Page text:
Elida Høeg: City center tinnitus

I was once told that complaining about noise in the city center was like living in a train station and complain about the trains passing by.

The word tinnitus derives from the Latin verb tinnire, to ring. Most people that have tinnitus hear it as a ringing, as a little alarm constantly going off. Some hear it as small clicking sounds, or as the blowing of the wind, or as a massive roar. In some rare cases, people conceive their tinnitus as distant music or an unidentifiable murmur, as voices speaking.

When voices are heard as a form of tinnitus, the listeners can’t hear what they say, in contrast with the auditory hallucinations that can occur with psychotic illness. The sounds make no sense, they don’t tell you what to do, they are just there.

Tinnitus can sometimes be heard as a rhythm or pulse. If it sounds like a pulse, it can be synchronous with the heartbeat, which means that the sounds come from the blood veins. Tinnitus can be individual, when the experience is of one person only, or more rarely, it can be a common one, when an observer can hear the tinnitus.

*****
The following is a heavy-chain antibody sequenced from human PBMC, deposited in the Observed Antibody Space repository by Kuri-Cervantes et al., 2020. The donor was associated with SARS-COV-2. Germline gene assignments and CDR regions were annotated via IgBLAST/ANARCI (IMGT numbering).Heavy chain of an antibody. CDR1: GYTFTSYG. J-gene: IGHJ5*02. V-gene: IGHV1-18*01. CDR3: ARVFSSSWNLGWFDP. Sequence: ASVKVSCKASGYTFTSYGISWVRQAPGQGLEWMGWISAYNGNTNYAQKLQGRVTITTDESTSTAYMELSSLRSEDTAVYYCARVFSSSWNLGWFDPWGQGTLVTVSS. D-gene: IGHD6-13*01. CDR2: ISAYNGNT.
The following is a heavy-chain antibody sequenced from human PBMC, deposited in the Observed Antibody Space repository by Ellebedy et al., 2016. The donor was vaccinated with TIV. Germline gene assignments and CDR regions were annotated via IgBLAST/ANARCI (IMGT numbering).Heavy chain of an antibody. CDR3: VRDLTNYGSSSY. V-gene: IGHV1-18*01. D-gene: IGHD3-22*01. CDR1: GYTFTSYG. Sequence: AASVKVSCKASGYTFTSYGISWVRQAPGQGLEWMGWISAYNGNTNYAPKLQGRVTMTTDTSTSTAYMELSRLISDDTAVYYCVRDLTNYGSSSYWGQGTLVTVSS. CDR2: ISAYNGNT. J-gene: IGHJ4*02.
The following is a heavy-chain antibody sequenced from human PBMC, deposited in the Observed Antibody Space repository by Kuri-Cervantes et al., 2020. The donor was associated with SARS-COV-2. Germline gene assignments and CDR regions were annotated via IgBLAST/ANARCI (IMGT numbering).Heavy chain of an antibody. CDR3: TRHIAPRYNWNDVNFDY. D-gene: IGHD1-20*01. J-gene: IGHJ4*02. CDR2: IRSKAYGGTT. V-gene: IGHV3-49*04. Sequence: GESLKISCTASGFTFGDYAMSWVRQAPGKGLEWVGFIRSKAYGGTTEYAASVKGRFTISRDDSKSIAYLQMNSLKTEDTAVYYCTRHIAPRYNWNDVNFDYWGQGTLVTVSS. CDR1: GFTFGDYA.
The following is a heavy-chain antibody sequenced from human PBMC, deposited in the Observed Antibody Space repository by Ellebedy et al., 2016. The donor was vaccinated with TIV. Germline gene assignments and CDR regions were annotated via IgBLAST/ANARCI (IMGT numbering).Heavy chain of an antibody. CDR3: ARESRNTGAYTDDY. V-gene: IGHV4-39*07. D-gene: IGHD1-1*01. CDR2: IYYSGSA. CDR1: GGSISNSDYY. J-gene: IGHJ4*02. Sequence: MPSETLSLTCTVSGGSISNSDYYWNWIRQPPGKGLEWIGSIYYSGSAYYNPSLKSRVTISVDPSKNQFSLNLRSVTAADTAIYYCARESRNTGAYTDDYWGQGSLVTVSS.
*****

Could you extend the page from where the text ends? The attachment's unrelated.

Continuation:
To live in the center of a city is like having tinnitus: A constant stream of sounds in your head. Sometimes the sounds are louder, sometimes lower, sometimes sharper, sometimes softer. Sometimes they keep you awake, sometimes they wake you up, sometimes they sing you to sleep. But they are always there, even when you don’t notice them.

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